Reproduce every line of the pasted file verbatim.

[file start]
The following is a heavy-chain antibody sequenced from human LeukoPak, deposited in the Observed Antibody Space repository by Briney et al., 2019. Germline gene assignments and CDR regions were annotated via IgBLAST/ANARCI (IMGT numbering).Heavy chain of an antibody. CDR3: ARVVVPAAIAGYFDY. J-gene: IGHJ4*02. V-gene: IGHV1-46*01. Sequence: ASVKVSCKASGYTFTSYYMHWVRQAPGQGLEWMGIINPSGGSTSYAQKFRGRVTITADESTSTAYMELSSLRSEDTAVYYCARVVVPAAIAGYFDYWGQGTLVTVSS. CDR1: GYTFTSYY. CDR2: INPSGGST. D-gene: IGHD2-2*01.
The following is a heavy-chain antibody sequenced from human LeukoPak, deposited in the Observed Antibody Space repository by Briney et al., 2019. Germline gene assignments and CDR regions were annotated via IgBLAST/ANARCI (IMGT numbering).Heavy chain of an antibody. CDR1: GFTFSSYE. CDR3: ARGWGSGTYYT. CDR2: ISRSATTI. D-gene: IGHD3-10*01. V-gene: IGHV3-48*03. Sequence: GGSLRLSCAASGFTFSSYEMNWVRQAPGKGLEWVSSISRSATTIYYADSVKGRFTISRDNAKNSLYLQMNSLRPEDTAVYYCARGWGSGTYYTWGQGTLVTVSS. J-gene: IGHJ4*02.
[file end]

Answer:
The following is a heavy-chain antibody sequenced from human LeukoPak, deposited in the Observed Antibody Space repository by Briney et al., 2019. Germline gene assignments and CDR regions were annotated via IgBLAST/ANARCI (IMGT numbering).Heavy chain of an antibody. CDR3: ARVVVPAAIAGYFDY. J-gene: IGHJ4*02. V-gene: IGHV1-46*01. Sequence: ASVKVSCKASGYTFTSYYMHWVRQAPGQGLEWMGIINPSGGSTSYAQKFRGRVTITADESTSTAYMELSSLRSEDTAVYYCARVVVPAAIAGYFDYWGQGTLVTVSS. CDR1: GYTFTSYY. CDR2: INPSGGST. D-gene: IGHD2-2*01.
The following is a heavy-chain antibody sequenced from human LeukoPak, deposited in the Observed Antibody Space repository by Briney et al., 2019. Germline gene assignments and CDR regions were annotated via IgBLAST/ANARCI (IMGT numbering).Heavy chain of an antibody. CDR1: GFTFSSYE. CDR3: ARGWGSGTYYT. CDR2: ISRSATTI. D-gene: IGHD3-10*01. V-gene: IGHV3-48*03. Sequence: GGSLRLSCAASGFTFSSYEMNWVRQAPGKGLEWVSSISRSATTIYYADSVKGRFTISRDNAKNSLYLQMNSLRPEDTAVYYCARGWGSGTYYTWGQGTLVTVSS. J-gene: IGHJ4*02.